It is hard enough to start a business from nothing and get it flying, but social media startup MassRoots was dealt an atypical business problem late last year when Apple pulled the MassRoots app from its App Store. While iPhones (and other iOS devices) make up a modest-sounding 12-15% share of the smartphone/tablet market, iPhone usage is likely to be much higher in the exact demographic that MassRoots most wants to reach.
Denver-based MassRoots is a distinct first mover into what could become a valuable corner of the social media ecosystem—a community by, of, and for cannabis enthusiasts. A place to share photos and videos, find friends, proclaim your strain to be the best tasting ever, and maybe even find a date. And it operates on a semi-anonymous basis that fits a definite need in a world where cannabis users can’t yet be “out and proud” to all people in all places.
But while MassRoots wasn’t the only cannabis-based app to be booted from the Apple ecosystem last November, it was an abrupt reversal after the Instagram-esque app had been downloaded 120,000 times in over a year on the App Store. MassRoots, along with some other interested digital parties, penned an open petition to have Apple reverse the ban, which has received around 10,900 signatures to date.
MassRoots was founded by Isaac Dietrich, who is barely old enough to drink legally but already a veteran entrepreneur. He has worked on political campaigns and he has taken a page out of the book of one of his business icons, PayPal co-founder Peter Thiel, by skipping college and devoting himself to his passion right now.
In less than two years, MassRoots as a mobile app has grown from something Dietrich was just pleased to gain some traction with, to over 215,000 users, the vast majority connecting via smartphones. It has also raised over $600,000 in seed funding from investors like Dutchess Capital and the ArcView angel network, and filed an S-1 pursuant to a public offering, which should occur in the first quarter of 2015.
MassRoots’ Near-Term Operating Goals
For now, the company is doing what any able-bodied tech startup would do: focus on growing users (Dietrich wants to get to 1 million), keep them engaged and begin to monetize said engagement. MassRoots has yet to roll out its business advertising portal or distribute its developer API, so the company has yet to generate any revenues. Cash burn has eaten up somewhere around $1 million (per the S-1 filing), as capital expenditures need to keep pace with the technological demands of growing a network.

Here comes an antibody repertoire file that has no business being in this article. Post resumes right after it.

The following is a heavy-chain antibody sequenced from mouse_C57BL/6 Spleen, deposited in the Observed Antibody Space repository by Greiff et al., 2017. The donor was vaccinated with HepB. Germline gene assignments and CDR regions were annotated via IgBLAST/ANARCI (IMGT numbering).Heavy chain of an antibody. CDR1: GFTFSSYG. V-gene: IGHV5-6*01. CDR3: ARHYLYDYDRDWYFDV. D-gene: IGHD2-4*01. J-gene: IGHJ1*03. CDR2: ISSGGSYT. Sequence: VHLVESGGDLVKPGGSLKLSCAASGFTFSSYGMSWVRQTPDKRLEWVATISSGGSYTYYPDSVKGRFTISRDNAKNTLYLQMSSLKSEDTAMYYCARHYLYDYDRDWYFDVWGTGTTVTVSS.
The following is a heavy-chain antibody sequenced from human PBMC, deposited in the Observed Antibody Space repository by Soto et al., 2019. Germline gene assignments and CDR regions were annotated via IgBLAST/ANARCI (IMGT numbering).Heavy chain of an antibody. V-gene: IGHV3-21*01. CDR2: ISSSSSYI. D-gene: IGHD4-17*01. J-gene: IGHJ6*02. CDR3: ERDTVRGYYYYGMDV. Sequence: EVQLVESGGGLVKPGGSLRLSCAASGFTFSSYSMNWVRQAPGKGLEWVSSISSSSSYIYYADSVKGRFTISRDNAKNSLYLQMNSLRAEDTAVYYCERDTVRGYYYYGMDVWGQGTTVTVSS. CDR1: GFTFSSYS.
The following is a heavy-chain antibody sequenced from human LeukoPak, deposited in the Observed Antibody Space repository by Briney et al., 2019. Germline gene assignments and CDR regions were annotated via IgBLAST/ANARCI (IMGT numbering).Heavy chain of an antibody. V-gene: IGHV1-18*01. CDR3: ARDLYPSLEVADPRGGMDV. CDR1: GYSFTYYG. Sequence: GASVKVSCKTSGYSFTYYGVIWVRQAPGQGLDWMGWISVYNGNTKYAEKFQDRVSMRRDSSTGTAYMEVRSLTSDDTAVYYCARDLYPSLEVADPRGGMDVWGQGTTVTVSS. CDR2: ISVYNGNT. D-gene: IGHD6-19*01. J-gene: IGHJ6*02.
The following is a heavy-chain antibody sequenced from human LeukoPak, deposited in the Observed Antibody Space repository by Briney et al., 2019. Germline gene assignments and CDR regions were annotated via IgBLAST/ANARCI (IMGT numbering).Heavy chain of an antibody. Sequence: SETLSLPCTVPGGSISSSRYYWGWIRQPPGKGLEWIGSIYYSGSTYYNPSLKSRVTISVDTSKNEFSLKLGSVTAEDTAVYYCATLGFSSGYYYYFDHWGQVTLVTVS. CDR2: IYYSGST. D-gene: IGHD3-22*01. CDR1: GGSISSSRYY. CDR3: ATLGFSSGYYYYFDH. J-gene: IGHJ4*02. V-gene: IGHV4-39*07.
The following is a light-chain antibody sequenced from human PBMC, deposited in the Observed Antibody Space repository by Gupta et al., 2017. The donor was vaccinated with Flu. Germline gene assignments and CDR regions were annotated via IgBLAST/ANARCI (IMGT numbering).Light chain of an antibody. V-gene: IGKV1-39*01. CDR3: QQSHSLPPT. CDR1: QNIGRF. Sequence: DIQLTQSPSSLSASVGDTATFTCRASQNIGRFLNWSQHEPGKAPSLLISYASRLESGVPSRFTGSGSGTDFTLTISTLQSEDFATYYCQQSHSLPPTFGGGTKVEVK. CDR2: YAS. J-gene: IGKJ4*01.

But as long as user growth continues, investors will be attracted to the audience MassRoots is building, as it is represents the apex of millennials (the vast majority of users are between 18 and 24) who are cannabis enthusiasts. To a legal cannabis business owner, it is your dream audience in terms of the conversion potential of an advertisement.
As Dietrich has put it, “we’re getting ready to launch our MassRoots for business portal here within the next few weeks, which will allow a dispensary in Denver to promote a post just about edibles to edible consumers within a 20-mile radius of their dispensary. It’s data that no one else has … Facebook, Instagram, and Google banned marijuana-related advertising on their networks. And we really feel that the users on our network are those hardcore consumers, where the value per consumer is hundreds or thousands of dollars to these dispensaries over the course of the year.”
Apple has been generally mum on the matter of which apps are ok for inclusion and which ones are not, but its proverbial line in the sand seems to be apps that promote recreational versus medicinal cannabis use. Even though MassRoots made some design changes (to make it easier to ascertain whether a user is in a state where consumption is legal) Apple would not reverse its call. And Apple’s rules are “fungible” enough to allow the company to remove pretty much anybody it wants. It is Apple’s house and Apple’s rules, and it is why the company has spent billions building out and protecting its ecosystem.
Because with all due respect to MassRoots, who has a legitimate beef with the company, Apple has zero to little incentive to stick its neck out on this one. Even if it is a sub-2% chance that the government would ever crack down on Apple for supporting illegal drug activity, why should it take the risk?
It is the same reasoning just about every financial institution in the country has taken with regards to allowing dispensaries and other cannabis-centric businesses to join the mainstream financial markets. Sure, there could be a few extra pennies of profit to be made here and there, but on a risk/reward level it is not hard to understand why established industries take the line that they do.
When will they change? When the collective weight of societal and cultural groundswells tip the monkey off the nation’s back, and not a second sooner. Nobody knows when it will happen, but when it does MassRoots will be waiting with its network to face the onslaught of competition from the likes of Facebook and Instagram.
Right now MassRoots users have engaged in over 50 million transactions on the company’s network. That shows impressive loyalty and a “power user” mentality. Investors will look to see the strength of that loyalty, along with the overall growth of the network, to determine how much revenue can be earned by MassRoots when the monetization valves are opened.